PAMLICO COUNTY, N.C. (WITN) – Our school systems are hard at work to keep our kids happy, healthy, and well cared for, but we have all seen the stories of teacher shortages sending districts into a scramble to cover the school year.
In Pamlico County, a group of teachers’ assistants have stepped up to the plate taking on the head position and keeping the classrooms on track.
“When we went in before, last year, it was already out. It was already planned for us and I didn’t have to worry about planning anything, but now I have to think about planning everything, not for just one but for several, because they all have different goals,” said Carla Anderson who teaches at the high school level. “I have to make that transition easy for all of them in my classroom.”
Six of those teachers got together with Maddie Kerth to talk about the transition and how their students are handling the new year for ENC at Three’s Make Me Proud segment.
For the county’s youngest students, transitioning is a big task for teachers.
“A lot of these students are just happy to get back in school and to be around other children which is awesome,” said pre-K teacher Christina Wooten. “They need that social aspect to be able to grow.”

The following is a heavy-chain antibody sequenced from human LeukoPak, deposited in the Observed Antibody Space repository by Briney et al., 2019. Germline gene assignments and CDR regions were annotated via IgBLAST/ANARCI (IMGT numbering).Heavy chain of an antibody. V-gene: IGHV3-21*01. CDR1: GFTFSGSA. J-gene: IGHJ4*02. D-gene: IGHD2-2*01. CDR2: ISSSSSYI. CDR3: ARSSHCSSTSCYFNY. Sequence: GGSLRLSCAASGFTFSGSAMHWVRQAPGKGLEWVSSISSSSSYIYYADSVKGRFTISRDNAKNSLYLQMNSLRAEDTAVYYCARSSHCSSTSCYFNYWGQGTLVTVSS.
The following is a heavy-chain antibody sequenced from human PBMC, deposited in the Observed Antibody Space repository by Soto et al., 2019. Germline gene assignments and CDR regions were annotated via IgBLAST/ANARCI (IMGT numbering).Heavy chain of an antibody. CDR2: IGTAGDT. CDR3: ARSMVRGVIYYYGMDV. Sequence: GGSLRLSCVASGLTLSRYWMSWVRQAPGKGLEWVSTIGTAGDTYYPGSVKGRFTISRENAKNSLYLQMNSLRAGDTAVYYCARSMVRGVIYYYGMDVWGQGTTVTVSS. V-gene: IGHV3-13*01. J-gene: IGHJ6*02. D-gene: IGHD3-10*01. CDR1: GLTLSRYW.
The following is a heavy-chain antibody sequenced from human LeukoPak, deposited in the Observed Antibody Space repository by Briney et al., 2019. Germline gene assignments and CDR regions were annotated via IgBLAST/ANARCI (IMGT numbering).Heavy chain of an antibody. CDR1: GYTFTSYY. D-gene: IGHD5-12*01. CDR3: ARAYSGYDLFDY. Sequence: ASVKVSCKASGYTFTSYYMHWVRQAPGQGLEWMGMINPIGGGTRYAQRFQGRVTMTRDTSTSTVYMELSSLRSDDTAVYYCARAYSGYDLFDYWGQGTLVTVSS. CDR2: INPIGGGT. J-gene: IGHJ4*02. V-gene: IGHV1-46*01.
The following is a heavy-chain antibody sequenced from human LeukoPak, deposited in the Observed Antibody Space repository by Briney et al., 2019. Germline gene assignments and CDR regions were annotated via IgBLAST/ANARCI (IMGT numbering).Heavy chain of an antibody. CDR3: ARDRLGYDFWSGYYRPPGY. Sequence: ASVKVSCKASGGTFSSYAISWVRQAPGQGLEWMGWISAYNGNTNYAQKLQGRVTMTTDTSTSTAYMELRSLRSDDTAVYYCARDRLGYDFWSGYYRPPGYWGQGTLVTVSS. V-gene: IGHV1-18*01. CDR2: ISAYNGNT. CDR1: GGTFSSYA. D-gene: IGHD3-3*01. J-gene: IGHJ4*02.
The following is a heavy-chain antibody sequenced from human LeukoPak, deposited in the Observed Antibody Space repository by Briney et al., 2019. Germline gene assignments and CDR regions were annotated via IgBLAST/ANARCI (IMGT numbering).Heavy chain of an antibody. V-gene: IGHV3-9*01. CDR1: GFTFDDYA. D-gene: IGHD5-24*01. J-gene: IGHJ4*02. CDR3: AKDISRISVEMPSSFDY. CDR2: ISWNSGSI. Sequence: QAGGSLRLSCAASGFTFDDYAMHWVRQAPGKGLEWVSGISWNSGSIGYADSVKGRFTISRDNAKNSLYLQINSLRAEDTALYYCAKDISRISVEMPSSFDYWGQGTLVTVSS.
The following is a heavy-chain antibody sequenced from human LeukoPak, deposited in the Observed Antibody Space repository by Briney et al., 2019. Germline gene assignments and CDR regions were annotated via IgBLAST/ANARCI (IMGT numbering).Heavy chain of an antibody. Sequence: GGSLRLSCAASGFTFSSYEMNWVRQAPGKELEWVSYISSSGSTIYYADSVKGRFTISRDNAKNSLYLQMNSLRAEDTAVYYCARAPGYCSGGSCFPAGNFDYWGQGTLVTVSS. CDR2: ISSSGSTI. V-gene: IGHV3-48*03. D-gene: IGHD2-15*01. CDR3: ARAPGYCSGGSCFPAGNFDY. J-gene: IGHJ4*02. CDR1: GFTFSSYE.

That socialization brings excitement in Tiffaney Greene’s kindergarten classroom.
“They are so very excited about being around other children,” said Greene. “To see their pre-K friends, it’s just the excitement everyday!”
Thankfully that excitement fuels Cecy Spivey’s drive to show up for her kids. She has students as young as 3-years-old.
“It is a lot of different personalities! They are just coming here and they don’t know how to interact to other students, with other children,” said Spivey. “My assistant and I are helping them to interact.”
The little students are learning these interactions, but Jennifer Lackey’s middle schoolers need to be reminded after the pandemic disrupted their routines.
“You’re teaching them the rules all over again,” said Lackey, “and spending time with each other, they’re not used to that.”
Also at the middle school is Jennifer Hacker. She says it’s structure that is helping the most.
“I think it’s actually helping out a lot, them being back in school,” said Hacker. “Going back to the normal, I guess you could say.”
Henry Rice, the district’s executive director of administrative services, says there are even more teachers’ assistants that are in the process of getting their own classrooms as well. He says it’s always better when they can ‘grow their own.’
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